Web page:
Saturday, January 8, 2011
Tractor Roy: The Final Chapter
I don't feel comfortable writing about football. I have neither the technical knowledge of the game nor perhaps the passion, but I admire good football writing when I see it.
One of the best pieces I have seen for some time is on a blog written by an Ipswich born Arsenal supporter, Nick Ames. Eschewing the seemingly obligatory analysis of Roy Keane's "hamartia" - a word I had to look up! - he concentrates on the footballing decisons that Roy Keane made, particularly in the transfer market ("Roy Keane’s 7.5 million fatal flaws"), which ultimately led to his downfall.
For my own part I am a little sad that Roy Keane has gone. For Ipswich Town supporters it has been a bad decade, perhaps a bad quarter century. Since Bobby Robson left in 1982 there has been little to cheer about. George Burley flattered to deceive. 5th place in the premiership and European football was swifly followed by relegation, administration and near oblivion, until the club was rescued by the mysterious Marcus Evans, who is more reclusive than Greta Garbo. So the coming of Roy Keane in 2009 seemed too good to be true, and indeed it was.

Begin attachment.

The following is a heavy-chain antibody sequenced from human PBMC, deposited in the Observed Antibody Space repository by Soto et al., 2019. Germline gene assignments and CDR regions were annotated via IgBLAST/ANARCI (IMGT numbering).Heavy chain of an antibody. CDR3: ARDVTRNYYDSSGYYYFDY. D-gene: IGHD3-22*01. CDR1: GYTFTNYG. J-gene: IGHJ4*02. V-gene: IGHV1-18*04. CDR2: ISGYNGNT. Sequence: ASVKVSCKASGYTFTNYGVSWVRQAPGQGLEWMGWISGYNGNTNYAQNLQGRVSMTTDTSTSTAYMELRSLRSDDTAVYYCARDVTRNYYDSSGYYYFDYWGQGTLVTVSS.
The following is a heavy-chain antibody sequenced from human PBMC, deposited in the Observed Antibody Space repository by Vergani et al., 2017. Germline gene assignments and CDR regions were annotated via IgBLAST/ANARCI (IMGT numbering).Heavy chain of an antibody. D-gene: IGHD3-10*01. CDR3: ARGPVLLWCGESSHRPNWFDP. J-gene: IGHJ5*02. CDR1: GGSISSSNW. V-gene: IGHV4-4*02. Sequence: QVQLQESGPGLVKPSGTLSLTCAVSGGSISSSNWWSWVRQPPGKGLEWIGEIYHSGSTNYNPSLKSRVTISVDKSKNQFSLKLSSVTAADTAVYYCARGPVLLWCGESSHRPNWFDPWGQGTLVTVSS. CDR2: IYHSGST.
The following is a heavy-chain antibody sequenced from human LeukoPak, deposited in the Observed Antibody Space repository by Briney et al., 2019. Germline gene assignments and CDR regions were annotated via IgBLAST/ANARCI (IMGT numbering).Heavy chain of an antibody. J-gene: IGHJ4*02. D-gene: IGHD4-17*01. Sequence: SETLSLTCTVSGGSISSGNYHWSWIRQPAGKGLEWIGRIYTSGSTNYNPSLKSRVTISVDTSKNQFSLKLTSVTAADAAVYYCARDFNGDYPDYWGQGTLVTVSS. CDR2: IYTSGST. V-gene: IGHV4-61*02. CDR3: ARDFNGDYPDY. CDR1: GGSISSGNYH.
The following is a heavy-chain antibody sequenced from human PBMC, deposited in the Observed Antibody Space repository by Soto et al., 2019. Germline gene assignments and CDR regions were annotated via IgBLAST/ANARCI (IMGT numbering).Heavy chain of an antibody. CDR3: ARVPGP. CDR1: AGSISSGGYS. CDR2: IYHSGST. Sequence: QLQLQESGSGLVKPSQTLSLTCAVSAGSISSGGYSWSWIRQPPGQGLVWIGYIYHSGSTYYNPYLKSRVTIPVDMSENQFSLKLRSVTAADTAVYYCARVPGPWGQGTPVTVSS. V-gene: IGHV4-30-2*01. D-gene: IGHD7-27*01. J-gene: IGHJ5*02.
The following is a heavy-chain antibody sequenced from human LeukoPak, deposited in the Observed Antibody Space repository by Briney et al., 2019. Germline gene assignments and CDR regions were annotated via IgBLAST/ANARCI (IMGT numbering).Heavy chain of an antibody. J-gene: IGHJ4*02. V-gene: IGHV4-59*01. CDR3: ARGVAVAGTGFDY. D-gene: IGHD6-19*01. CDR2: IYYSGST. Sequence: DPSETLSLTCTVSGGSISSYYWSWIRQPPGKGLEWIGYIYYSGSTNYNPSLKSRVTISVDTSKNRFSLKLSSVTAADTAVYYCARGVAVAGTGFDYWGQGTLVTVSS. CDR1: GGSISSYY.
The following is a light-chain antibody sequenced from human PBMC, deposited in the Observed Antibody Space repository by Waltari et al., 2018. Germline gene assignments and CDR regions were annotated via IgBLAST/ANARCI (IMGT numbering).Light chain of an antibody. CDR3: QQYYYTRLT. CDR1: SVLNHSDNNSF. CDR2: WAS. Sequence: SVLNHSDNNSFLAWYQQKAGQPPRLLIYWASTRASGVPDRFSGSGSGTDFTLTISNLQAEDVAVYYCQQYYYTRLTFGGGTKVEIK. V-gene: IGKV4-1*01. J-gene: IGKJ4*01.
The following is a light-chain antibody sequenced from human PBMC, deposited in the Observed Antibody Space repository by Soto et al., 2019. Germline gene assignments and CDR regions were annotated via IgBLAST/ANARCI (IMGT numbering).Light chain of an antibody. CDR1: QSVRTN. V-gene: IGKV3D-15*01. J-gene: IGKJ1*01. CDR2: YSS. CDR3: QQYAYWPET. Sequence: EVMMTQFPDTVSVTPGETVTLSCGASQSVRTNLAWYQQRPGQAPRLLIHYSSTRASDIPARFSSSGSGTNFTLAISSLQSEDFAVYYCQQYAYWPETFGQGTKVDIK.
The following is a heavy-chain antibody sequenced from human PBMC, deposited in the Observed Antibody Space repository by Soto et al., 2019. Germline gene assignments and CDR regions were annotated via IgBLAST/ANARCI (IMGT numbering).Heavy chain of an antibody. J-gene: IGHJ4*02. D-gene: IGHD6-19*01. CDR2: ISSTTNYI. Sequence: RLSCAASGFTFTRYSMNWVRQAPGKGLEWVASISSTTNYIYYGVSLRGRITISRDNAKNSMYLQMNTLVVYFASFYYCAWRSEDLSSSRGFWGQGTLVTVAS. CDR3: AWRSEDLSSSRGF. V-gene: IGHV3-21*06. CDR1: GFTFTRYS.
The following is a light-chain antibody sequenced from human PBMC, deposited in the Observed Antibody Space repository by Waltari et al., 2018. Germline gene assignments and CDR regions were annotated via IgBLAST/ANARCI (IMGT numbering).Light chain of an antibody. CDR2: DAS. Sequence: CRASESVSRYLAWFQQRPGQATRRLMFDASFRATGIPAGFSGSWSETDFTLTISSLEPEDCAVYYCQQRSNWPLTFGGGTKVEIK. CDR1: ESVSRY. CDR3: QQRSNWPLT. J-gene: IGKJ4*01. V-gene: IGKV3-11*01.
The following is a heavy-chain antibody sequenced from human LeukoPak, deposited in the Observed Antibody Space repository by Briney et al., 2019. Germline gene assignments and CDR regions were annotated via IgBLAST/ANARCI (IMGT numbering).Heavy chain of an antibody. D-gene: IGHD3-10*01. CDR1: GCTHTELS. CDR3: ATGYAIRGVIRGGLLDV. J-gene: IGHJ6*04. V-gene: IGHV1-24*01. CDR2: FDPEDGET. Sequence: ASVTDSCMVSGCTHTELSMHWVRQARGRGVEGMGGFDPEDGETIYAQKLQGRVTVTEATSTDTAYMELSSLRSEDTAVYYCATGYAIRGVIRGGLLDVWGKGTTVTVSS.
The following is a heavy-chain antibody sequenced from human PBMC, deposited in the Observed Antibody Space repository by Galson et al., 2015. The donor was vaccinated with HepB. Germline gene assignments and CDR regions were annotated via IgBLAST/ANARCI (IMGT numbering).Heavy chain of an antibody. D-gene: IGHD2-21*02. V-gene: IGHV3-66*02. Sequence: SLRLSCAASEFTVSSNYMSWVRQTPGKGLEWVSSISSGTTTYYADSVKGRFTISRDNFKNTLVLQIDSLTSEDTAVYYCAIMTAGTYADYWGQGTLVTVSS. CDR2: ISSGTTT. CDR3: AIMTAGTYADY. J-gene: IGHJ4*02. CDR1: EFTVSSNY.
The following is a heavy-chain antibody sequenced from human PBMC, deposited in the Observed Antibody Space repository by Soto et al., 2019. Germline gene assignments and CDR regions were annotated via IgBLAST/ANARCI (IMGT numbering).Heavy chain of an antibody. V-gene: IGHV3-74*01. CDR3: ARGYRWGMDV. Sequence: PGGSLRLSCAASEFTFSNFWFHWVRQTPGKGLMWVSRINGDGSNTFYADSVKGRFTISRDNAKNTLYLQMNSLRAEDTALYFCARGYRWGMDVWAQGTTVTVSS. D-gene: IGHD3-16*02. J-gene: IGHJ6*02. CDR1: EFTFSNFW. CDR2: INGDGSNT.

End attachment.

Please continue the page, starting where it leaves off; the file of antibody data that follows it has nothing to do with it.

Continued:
Often over the past 20 months I have reflected on the fact that the only other great player that has managed Ipswich was Jackie Milburn, and his short period as manager was far more traumatic. As far as I recall he was on the way to a nervous breakdown when relieved of his job. Roy Keane is made of sterner stuff, and is far wealthier than players of that era could ever hope to become.
I have also often reflected on the fact that the only other previous Ipswich Manager with Manchester United connections was Scott Duncan. In 1937 he left his job as Manager of Manchester United for Ipswich, who were then in the Southern League. I seem to remember reading that his wife wanted to leave the smoke of Manchester for the clean, healthy air of Suffolk! Anyway Scott Duncan took Ipswich into the Football League and remained in charge until 1955. Even then the club kept him on another three years as Secretary until he finally retired at the age of 70. Those were indeed the days.
Anyway I wish Roy Keane well. Anyone who has followed his press conferences over the past two years cannot fail to recognise his honesty, his intelligence, and his fortitude in adversity. I do not think we have heard the last of him.